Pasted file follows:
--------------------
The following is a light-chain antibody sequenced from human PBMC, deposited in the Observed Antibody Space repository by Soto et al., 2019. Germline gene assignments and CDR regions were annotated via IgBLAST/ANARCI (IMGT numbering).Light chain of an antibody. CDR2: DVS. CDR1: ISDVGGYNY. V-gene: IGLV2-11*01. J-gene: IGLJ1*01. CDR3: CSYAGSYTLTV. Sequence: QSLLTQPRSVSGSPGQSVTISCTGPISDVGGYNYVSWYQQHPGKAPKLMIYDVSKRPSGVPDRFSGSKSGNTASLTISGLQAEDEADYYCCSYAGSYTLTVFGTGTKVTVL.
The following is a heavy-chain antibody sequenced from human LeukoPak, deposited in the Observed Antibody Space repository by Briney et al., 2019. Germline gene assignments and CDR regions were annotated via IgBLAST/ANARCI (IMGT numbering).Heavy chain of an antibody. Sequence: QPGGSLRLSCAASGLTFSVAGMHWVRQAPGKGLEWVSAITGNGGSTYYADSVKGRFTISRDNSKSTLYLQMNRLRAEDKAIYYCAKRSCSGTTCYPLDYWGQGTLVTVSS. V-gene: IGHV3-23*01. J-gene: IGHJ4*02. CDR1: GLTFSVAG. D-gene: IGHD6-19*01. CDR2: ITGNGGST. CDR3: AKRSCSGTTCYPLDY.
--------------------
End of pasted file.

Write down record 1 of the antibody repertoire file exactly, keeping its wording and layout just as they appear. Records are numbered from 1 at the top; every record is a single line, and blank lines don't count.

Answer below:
The following is a light-chain antibody sequenced from human PBMC, deposited in the Observed Antibody Space repository by Soto et al., 2019. Germline gene assignments and CDR regions were annotated via IgBLAST/ANARCI (IMGT numbering).Light chain of an antibody. CDR2: DVS. CDR1: ISDVGGYNY. V-gene: IGLV2-11*01. J-gene: IGLJ1*01. CDR3: CSYAGSYTLTV. Sequence: QSLLTQPRSVSGSPGQSVTISCTGPISDVGGYNYVSWYQQHPGKAPKLMIYDVSKRPSGVPDRFSGSKSGNTASLTISGLQAEDEADYYCCSYAGSYTLTVFGTGTKVTVL.